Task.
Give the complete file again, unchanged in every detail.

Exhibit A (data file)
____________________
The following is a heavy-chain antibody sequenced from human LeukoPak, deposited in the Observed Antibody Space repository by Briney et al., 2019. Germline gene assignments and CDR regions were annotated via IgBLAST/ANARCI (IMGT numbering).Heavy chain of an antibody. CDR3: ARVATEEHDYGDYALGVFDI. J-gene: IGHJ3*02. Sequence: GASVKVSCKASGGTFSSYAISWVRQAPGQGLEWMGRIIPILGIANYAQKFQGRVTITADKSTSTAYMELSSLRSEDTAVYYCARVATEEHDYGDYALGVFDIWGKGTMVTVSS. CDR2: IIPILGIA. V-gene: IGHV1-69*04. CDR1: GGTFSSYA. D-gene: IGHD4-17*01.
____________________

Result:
The following is a heavy-chain antibody sequenced from human LeukoPak, deposited in the Observed Antibody Space repository by Briney et al., 2019. Germline gene assignments and CDR regions were annotated via IgBLAST/ANARCI (IMGT numbering).Heavy chain of an antibody. CDR3: ARVATEEHDYGDYALGVFDI. J-gene: IGHJ3*02. Sequence: GASVKVSCKASGGTFSSYAISWVRQAPGQGLEWMGRIIPILGIANYAQKFQGRVTITADKSTSTAYMELSSLRSEDTAVYYCARVATEEHDYGDYALGVFDIWGKGTMVTVSS. CDR2: IIPILGIA. V-gene: IGHV1-69*04. CDR1: GGTFSSYA. D-gene: IGHD4-17*01.